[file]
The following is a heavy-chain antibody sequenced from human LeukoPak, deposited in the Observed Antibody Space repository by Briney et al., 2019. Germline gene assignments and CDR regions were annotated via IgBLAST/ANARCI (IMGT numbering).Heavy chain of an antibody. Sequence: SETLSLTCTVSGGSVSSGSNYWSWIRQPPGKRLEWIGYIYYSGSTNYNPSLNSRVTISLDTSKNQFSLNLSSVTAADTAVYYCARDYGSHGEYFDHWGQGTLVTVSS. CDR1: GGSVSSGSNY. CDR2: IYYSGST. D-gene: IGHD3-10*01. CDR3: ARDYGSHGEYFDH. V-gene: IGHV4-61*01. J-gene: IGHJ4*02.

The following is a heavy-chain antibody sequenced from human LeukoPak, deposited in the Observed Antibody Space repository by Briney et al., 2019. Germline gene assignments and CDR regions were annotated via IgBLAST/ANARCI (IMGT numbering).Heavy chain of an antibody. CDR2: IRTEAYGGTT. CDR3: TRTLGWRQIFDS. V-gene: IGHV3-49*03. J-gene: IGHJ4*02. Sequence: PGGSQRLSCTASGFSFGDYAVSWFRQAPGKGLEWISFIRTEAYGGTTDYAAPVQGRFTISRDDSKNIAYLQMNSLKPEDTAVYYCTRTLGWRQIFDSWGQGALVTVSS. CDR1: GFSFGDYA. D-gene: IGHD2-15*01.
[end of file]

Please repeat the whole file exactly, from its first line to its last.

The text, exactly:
The following is a heavy-chain antibody sequenced from human LeukoPak, deposited in the Observed Antibody Space repository by Briney et al., 2019. Germline gene assignments and CDR regions were annotated via IgBLAST/ANARCI (IMGT numbering).Heavy chain of an antibody. Sequence: SETLSLTCTVSGGSVSSGSNYWSWIRQPPGKRLEWIGYIYYSGSTNYNPSLNSRVTISLDTSKNQFSLNLSSVTAADTAVYYCARDYGSHGEYFDHWGQGTLVTVSS. CDR1: GGSVSSGSNY. CDR2: IYYSGST. D-gene: IGHD3-10*01. CDR3: ARDYGSHGEYFDH. V-gene: IGHV4-61*01. J-gene: IGHJ4*02.

The following is a heavy-chain antibody sequenced from human LeukoPak, deposited in the Observed Antibody Space repository by Briney et al., 2019. Germline gene assignments and CDR regions were annotated via IgBLAST/ANARCI (IMGT numbering).Heavy chain of an antibody. CDR2: IRTEAYGGTT. CDR3: TRTLGWRQIFDS. V-gene: IGHV3-49*03. J-gene: IGHJ4*02. Sequence: PGGSQRLSCTASGFSFGDYAVSWFRQAPGKGLEWISFIRTEAYGGTTDYAAPVQGRFTISRDDSKNIAYLQMNSLKPEDTAVYYCTRTLGWRQIFDSWGQGALVTVSS. CDR1: GFSFGDYA. D-gene: IGHD2-15*01.